She said it reduced the time for the press and public to scrutinise the plans, and said the “disingenuous nature of this budget process means that the real discussion about priorities has hardly happened in public at all”. She said a change to the council’s budget-setting process introduced last year “makes proper scrutiny almost non-existent”.
Suggesting the council would have been better off had it raised council tax in recent years by the maximum sum allowed, she claimed: “Had Cambridgeshire’s Conservatives made the choices made by their Conservative colleagues in Norfolk, Suffolk, Hertfordshire and the majority of county councils around the country, we in at this council would have £15million more in revenue every year.”
She said that “would mean that we were not scrabbling around to find funding for routine cleaning of drains and gulleys – they would have been cleared, and hundreds of people would not have had their homes flooded this winter”.
The Liberal Democrats’ budget amendment would have increased council tax by 3.49 per cent this year, leading to more money being invested in highways than the Conservatives over the next two years, while also increasing sums spent to tackle climate change and offer more support for communities impacted by the pandemic.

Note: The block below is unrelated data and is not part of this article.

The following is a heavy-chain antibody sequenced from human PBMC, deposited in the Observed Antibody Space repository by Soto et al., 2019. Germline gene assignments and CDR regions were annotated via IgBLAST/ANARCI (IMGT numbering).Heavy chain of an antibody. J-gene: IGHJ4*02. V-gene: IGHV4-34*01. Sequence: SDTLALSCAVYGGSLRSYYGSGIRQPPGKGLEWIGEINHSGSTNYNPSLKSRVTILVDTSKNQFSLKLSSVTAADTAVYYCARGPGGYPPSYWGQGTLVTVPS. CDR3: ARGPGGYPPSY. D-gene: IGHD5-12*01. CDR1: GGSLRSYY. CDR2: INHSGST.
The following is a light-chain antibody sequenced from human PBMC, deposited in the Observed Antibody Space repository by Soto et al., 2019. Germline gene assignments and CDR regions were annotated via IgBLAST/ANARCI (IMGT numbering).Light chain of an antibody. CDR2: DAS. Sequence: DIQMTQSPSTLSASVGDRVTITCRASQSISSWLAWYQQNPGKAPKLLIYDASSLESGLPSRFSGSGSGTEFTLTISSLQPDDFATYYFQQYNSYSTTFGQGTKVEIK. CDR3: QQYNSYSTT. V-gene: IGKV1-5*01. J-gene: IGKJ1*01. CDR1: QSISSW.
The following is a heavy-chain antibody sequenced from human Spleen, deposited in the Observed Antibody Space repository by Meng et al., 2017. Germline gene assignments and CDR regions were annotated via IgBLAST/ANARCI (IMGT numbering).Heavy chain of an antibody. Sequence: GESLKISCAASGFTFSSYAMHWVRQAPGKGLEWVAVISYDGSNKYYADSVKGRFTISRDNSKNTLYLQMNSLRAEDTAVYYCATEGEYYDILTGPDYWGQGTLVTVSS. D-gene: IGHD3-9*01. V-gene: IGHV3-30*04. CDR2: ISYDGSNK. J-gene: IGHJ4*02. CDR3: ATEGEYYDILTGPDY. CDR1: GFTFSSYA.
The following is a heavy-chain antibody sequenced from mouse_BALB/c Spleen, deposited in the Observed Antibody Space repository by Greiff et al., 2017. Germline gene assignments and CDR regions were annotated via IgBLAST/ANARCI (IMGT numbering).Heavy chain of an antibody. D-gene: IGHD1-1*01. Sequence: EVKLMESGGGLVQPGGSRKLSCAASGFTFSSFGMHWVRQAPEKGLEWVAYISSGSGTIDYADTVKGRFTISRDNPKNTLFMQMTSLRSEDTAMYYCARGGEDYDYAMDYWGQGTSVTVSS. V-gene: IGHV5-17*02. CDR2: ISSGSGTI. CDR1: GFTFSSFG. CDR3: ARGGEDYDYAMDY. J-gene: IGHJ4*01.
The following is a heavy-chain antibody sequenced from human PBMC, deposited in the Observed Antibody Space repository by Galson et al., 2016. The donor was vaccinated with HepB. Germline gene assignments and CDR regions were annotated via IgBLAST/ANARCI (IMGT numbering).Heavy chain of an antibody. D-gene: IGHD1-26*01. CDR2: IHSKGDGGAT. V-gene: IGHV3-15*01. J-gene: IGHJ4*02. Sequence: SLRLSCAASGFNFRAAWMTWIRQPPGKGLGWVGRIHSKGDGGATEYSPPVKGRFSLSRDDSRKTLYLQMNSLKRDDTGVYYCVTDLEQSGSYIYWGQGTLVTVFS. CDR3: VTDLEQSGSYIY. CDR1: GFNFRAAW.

But Cllr Meschini criticised the spending priorities of both the Tories and Liberal Democrats, arguing they were not focused enough on supporting communities and the most vulnerable.
She said the Labour Party’s budget amendment would have increased council tax by three per cent, allocating funding to make the council an accredited “real living wage” employer, while also introducing a Covid-19 community recovery fund.
The Liberal Democrat and Labour budget amendments were voted down along party lines. Both the Labour and Liberal Democrat groups voted against the Conservative amendments and budget, but this was not enough to prevent them passing.
Cllr Count said the council’s spending would rise by 6.9 per cent next year even without the extra funds for highways and footpaths.
“We have striven all year to ensure that the vulnerable and the Covid recovery was at the very front of our plans in bringing these main budget proposals,” he said, adding the extra funding for footpaths and highways represents “our political priorities after we have sorted out the most vulnerable”.
He said the past year had been unlike any other in the council’s history, and that the council had spent around £70million more than it budgeted, mostly financed by extra support from the government.
Raising council tax by 2.99 per cent was described as a “last resort”.
The county council estimates it will receive funding of:
- More than £320million from council tax
- £64 million from business rates
- £122 million from fees and charges
- £136 million in central government grants.
Following the increase in council tax, from April the new annual payment to the county council will be:
- Band A: £933.18
- Band B: £1,088.71
- Band C: £1,244.24
- Band D: £1,399.77
- Band E: £1,710.83
- Band F: £2,021.89
- Band G: £2,332.95
- Band H: £2,799.54
The full bill also includes payments to district/city and town/parish councils, along with police and fire precepts.